Social Media: Tik Tok, Instagram, YouTube, and other social media platforms make it easy for indie artists to build a brand, release music, and build a loyal audience. Having a prominent social media presence makes it easy for you to interact with your fans base.
These apps also let you reach out to artists you’re interested in working with. Many music producers find collaborating with others makes it easier for them to concentrate on their strengths. Although sharing credit on a song that it’s used in films, tv shows, or commercials will cut into your profit, you’ll be able to create music more efficiently.
Music publishing sites: SoundCloud, CDbaby, DistroKid, Landr, and TuneCore allow you to upload your music and sell to those looking for beats, hooks, samples, and more. Although posting your music to social media is a great way to get your sound out there, these sites will let you get paid.
Self-publishing means you get to keep 100 percent of the sales. You can establish what rights buyers have (exclusive, non-exclusive, royalty-free, etc.), how long or how often they can use your music, and so on. You’ll also have access to analytics to see what tracks have been most successful.
Other online sources: This could include reaching out to music blogs and mags to review your music, compiling email lists to send updates, schedules, or tell your audience where your music is featured. Consider selling your music via Google or Facebook ads as well. And while sync licensing might not be on your To Do List right now, definitely look into it.
Not only can you monetize your catalog, jingles, and film scores, you can extend your reach into various demographics. Such was the case with British singer-songwriter and producer, Michael Kiwanuka, whose song “Cold Little Heart” won over American audiences when it ran to the opening credits of HBO’s Big Little Lies.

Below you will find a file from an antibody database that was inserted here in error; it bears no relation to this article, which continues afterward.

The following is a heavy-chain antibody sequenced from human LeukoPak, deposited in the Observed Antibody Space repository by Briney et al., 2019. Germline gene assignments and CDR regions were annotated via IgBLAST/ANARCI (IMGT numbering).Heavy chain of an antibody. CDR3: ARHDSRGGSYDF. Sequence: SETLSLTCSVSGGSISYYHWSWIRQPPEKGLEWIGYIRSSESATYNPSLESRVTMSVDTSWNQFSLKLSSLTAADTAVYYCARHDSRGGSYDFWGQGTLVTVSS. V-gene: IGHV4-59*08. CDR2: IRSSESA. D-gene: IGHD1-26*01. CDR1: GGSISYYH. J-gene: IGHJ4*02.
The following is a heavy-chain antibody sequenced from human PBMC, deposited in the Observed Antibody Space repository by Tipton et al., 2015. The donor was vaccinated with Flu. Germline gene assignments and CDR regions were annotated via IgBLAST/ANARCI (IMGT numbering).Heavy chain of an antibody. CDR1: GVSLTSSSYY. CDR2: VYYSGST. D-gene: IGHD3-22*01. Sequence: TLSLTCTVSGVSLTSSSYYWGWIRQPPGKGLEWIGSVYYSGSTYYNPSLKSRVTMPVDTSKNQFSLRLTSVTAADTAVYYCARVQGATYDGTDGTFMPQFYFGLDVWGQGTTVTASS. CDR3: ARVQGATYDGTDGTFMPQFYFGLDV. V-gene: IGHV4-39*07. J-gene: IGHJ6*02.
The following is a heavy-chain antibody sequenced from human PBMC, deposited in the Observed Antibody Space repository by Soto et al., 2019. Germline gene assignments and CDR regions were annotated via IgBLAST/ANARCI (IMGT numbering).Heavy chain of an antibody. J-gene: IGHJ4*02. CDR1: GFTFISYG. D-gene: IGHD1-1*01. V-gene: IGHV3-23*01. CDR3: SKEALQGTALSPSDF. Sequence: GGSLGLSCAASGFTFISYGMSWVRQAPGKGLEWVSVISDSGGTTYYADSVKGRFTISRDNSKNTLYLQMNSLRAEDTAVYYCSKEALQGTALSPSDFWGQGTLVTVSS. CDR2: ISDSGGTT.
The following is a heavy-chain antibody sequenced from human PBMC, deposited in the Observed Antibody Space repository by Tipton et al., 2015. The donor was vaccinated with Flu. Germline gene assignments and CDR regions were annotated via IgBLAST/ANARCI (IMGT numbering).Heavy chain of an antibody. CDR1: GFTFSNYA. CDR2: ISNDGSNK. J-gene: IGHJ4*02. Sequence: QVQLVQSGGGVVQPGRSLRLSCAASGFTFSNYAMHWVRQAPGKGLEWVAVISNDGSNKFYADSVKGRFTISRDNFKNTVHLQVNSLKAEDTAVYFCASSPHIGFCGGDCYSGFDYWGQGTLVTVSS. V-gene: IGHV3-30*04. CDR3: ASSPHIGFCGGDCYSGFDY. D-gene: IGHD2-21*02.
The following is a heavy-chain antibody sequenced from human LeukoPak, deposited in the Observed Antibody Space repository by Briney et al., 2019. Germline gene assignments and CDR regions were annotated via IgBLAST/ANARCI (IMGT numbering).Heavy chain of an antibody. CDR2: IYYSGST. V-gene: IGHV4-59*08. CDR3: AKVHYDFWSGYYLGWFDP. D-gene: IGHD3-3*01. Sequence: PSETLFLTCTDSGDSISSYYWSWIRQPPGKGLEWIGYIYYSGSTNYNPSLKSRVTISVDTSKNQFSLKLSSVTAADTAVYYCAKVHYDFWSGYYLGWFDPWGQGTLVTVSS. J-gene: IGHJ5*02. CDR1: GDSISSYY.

Making it as a music mogul means you’ll have to work just as hard on marketing as you do with creating your music, at least when you’re first getting started. Schedule time during the week to update sites say hello to your audience and reach out to others. The more shares, likes, and interactions you have with other acts amplifies your brand and get your music heard by listeners wanting to find their next favorite anthem.
Learn from Music Industry professionals
The Recording Connection Music Business Program will show you how those in the music business create, market, and sell their music, products, and services. You’ll receive one-on-one training with an industry insider, learn how to maximize and streamline your marketing efforts as well as how to protect your music and yourself.
Our programs are designed to give you a fully immersive experience. From learning how to become an audio engineer or music producer, to working with a DAW, to running a studio, our mentors have decades of experience, and many work with the biggest names in the music industry. Ready to amplify your life? Get started today.
Want to learn what a music producer does? Read how music producers help create magic in the recording studio.